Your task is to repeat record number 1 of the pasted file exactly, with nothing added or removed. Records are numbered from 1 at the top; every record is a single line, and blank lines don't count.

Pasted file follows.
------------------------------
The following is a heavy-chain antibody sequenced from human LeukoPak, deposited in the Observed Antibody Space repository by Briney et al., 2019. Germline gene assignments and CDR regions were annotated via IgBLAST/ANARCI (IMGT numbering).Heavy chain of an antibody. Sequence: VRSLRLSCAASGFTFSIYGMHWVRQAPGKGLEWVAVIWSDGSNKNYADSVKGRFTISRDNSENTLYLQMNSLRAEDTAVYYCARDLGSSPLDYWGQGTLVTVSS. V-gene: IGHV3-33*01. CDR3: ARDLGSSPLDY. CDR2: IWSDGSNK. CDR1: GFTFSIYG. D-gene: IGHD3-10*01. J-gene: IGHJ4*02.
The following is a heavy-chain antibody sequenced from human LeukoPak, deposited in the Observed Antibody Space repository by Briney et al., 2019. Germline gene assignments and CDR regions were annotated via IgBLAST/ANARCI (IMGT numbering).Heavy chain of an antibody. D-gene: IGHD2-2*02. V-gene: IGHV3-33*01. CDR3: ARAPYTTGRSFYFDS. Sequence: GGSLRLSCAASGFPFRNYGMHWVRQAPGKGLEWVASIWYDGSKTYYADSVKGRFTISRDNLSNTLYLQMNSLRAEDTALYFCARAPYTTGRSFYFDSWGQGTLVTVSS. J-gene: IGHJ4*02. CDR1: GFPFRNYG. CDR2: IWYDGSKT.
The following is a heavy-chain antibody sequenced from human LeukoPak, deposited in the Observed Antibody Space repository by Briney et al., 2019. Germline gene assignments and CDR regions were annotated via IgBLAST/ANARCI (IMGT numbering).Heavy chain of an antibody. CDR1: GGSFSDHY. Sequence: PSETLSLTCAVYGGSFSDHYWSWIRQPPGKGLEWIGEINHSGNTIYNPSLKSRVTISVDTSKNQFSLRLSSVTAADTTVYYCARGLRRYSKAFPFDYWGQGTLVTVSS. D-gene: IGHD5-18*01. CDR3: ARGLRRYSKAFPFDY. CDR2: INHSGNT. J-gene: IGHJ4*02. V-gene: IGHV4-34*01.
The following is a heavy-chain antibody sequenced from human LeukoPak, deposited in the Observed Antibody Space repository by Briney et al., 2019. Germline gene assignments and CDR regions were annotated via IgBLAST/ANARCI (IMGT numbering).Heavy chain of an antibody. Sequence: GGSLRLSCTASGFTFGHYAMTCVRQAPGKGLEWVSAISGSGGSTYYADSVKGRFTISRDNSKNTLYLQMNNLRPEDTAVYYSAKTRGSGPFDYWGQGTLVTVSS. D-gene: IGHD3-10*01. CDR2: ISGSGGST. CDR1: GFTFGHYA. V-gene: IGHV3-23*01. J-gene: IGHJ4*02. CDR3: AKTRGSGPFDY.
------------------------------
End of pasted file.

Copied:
The following is a heavy-chain antibody sequenced from human LeukoPak, deposited in the Observed Antibody Space repository by Briney et al., 2019. Germline gene assignments and CDR regions were annotated via IgBLAST/ANARCI (IMGT numbering).Heavy chain of an antibody. Sequence: VRSLRLSCAASGFTFSIYGMHWVRQAPGKGLEWVAVIWSDGSNKNYADSVKGRFTISRDNSENTLYLQMNSLRAEDTAVYYCARDLGSSPLDYWGQGTLVTVSS. V-gene: IGHV3-33*01. CDR3: ARDLGSSPLDY. CDR2: IWSDGSNK. CDR1: GFTFSIYG. D-gene: IGHD3-10*01. J-gene: IGHJ4*02.